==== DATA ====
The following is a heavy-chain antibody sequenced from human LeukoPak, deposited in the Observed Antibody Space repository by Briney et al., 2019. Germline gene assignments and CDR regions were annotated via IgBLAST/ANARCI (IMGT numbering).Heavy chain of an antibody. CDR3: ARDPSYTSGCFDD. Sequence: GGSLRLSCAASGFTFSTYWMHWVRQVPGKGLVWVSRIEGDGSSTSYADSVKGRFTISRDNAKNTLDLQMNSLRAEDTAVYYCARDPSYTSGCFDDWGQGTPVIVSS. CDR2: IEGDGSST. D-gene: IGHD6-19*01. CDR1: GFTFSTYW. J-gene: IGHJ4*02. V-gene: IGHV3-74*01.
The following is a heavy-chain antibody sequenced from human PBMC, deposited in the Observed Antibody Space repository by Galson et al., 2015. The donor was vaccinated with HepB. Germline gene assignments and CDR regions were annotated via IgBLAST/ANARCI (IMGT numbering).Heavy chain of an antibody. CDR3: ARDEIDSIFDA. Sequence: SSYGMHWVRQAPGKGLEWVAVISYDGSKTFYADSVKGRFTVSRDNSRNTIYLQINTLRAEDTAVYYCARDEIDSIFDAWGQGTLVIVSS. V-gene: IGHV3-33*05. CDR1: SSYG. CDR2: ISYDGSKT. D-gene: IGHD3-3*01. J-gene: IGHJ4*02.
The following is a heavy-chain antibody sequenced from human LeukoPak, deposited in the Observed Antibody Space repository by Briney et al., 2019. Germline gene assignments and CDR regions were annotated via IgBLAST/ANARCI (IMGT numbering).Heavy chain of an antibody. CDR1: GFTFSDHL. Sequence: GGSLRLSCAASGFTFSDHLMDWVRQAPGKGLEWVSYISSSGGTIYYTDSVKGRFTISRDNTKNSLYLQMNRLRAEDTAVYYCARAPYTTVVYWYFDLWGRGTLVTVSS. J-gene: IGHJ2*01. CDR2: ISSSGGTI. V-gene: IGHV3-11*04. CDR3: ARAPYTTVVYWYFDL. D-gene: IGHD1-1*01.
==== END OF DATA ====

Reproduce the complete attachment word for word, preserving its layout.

The following is a heavy-chain antibody sequenced from human LeukoPak, deposited in the Observed Antibody Space repository by Briney et al., 2019. Germline gene assignments and CDR regions were annotated via IgBLAST/ANARCI (IMGT numbering).Heavy chain of an antibody. CDR3: ARDPSYTSGCFDD. Sequence: GGSLRLSCAASGFTFSTYWMHWVRQVPGKGLVWVSRIEGDGSSTSYADSVKGRFTISRDNAKNTLDLQMNSLRAEDTAVYYCARDPSYTSGCFDDWGQGTPVIVSS. CDR2: IEGDGSST. D-gene: IGHD6-19*01. CDR1: GFTFSTYW. J-gene: IGHJ4*02. V-gene: IGHV3-74*01.
The following is a heavy-chain antibody sequenced from human PBMC, deposited in the Observed Antibody Space repository by Galson et al., 2015. The donor was vaccinated with HepB. Germline gene assignments and CDR regions were annotated via IgBLAST/ANARCI (IMGT numbering).Heavy chain of an antibody. CDR3: ARDEIDSIFDA. Sequence: SSYGMHWVRQAPGKGLEWVAVISYDGSKTFYADSVKGRFTVSRDNSRNTIYLQINTLRAEDTAVYYCARDEIDSIFDAWGQGTLVIVSS. V-gene: IGHV3-33*05. CDR1: SSYG. CDR2: ISYDGSKT. D-gene: IGHD3-3*01. J-gene: IGHJ4*02.
The following is a heavy-chain antibody sequenced from human LeukoPak, deposited in the Observed Antibody Space repository by Briney et al., 2019. Germline gene assignments and CDR regions were annotated via IgBLAST/ANARCI (IMGT numbering).Heavy chain of an antibody. CDR1: GFTFSDHL. Sequence: GGSLRLSCAASGFTFSDHLMDWVRQAPGKGLEWVSYISSSGGTIYYTDSVKGRFTISRDNTKNSLYLQMNRLRAEDTAVYYCARAPYTTVVYWYFDLWGRGTLVTVSS. J-gene: IGHJ2*01. CDR2: ISSSGGTI. V-gene: IGHV3-11*04. CDR3: ARAPYTTVVYWYFDL. D-gene: IGHD1-1*01.